[svn.haxx.se] · SVN Dev · SVN Users · SVN Org · TSVN Dev · TSVN Users · Subclipse Dev · Subclipse Users · this month's index

Re: Timestamp Issues

From: Christopher Ness <chris_at_nesser.org>
Date: 2004-11-30 04:57:40 CET

Before we get to the meat, I don't know if you saw this in the client
config (note client, not server) or not [~/.subversion/config]:

   ### Set use-commit-times to make checkout/update/switch/revert
   ### put last-committed timestamps on every file touched.
   # use-commit-times = yes

May be useful for you to lock last changed timestamp to commit times.

On Mon, 2004-29-11 at 21:55 -0500, trlists@clayst.com wrote:
> On 29 Nov 2004 Christopher Ness wrote:
> > Do you _have_ to use that tool or can you do some scripting in SVN to
> > deploy changes into production?
> Well yes, but I'd rather not! I'm also used to simply observing the
> timestamps (as in "well, I probably don't have to check there to see if
> that's where the newly created problem is, because that file hasn't
> changed since last July"). I shouldn't be reworking my whole work
> environment to meet the needs of the VCS -- it should be a tool, not a
> framework that defines the development setup (though these days, many
> of the tools behave like wannbe frameworks! :-)).

I like simple things too, I like them a lot! But now that I'm a little
more comfortable with subversion and *nix, these things are becoming
more trivial to pin down.

To comment on your example above about someone breaking the build:

For example if someone committed a file that broke something in the past
- lets say day - on the subversion server you just need to ask for the
logs for those times. You can do this example for yourself by checking
out the trunk of the SVN project.

Of course you could use this method to find all the changed files in
July, but there could likely be duplicates, use `sort` and `uniq` to get
rid of those.

WARNING: Someone may have a better method of discovering the files that
changed between two time periods. Please speak up as I'd like to know
too! Windows users can get a GNU/bash environment apparently.

[nesscg@woman trunk]$ svn info Path: .
URL: http://svn.collab.net/repos/svn/trunk
Repository UUID: 65390229-12b7-0310-b90b-f21a5aa7ec8e
Revision: 12092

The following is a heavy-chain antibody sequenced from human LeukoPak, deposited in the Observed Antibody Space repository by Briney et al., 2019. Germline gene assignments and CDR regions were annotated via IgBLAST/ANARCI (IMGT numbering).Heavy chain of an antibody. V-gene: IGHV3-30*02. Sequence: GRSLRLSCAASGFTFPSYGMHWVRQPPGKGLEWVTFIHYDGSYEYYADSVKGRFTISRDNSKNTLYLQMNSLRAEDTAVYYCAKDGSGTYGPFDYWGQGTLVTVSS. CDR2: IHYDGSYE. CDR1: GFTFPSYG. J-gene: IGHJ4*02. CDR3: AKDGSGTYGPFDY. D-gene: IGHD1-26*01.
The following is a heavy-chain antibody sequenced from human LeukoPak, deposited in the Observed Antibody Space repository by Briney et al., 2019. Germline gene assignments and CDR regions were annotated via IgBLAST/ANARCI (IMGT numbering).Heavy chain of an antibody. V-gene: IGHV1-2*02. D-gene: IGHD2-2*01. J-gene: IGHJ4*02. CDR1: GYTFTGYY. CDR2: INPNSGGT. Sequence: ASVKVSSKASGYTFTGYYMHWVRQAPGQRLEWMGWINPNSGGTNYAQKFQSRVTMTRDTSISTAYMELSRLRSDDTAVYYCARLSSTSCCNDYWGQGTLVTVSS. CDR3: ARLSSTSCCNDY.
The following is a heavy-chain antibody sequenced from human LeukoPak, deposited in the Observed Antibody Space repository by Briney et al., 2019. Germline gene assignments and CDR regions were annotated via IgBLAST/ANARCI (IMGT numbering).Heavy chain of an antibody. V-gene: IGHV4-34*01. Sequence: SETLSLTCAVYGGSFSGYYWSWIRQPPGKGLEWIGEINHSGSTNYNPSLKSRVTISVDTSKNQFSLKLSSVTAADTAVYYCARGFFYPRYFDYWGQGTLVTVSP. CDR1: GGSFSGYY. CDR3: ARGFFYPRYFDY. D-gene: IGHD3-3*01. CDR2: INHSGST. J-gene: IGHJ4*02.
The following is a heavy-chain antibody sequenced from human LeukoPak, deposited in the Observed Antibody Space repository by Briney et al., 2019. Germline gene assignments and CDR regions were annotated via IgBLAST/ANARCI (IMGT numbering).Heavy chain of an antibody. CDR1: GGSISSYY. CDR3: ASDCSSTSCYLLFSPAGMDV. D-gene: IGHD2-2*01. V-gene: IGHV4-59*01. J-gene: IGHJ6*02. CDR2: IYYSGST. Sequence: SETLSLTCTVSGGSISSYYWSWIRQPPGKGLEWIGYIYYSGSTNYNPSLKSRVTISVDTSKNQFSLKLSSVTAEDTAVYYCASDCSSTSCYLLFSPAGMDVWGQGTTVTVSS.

<snip> Below might be interesting to you</snip>

Last Changed Date: 2004-11-29 20:56:04 -0500 (Mon, 29 Nov 2004)
Properties Last Updated: 2004-09-15 13:26:31 -0400 (Wed, 15 Sep 2004)

[nesscg@woman trunk]$ svn diff -r{2004-11-28}:{"2004-11-29 22:30"} |
grep "^Index"
Index: build.conf
Index: www/project_links.html
Index: notes/fs_dumprestore.txt
Index: subversion/include/svn_ctype.h
Index: subversion/include/svn_utf.h

<snip> More file paths are output here </snip>

Index: doc/translations/spanish/book/ch04.xml
Index: doc/translations/spanish/glosario_traduccion
Index: doc/book/TODO
[nesscg@woman trunk]$

Now you have a hitlist to look through for the buggy code. Some you can
probably ignore right away. For example if the problem wasn't in the
book source.

> The FTP client isn't a "middle man" it's a tool appropriate for the
> job. One of the things I like about Subversion is that it doesn't try
> to be something more than a VCS -- but I wish (based on admittedly very
> limited experience) that it didn't make quite so many assumptions about
> how VCS users operate. Of course it has to make some -- I just want
> the ones that don't work for *me* left out :-).

Now you need to get the changed files onto the production server. I'm
going to leave that as a exercise for the reader as there are many ways
of doing that task.

As an aside:

I find SVN is very much a Unix based product in that you should be able
to take the output from it and pipe it into another program to get some
work done. I like that ability.

Have fun!

Received on Tue Nov 30 05:05:22 2004

This is an archived mail posted to the Subversion Users mailing list.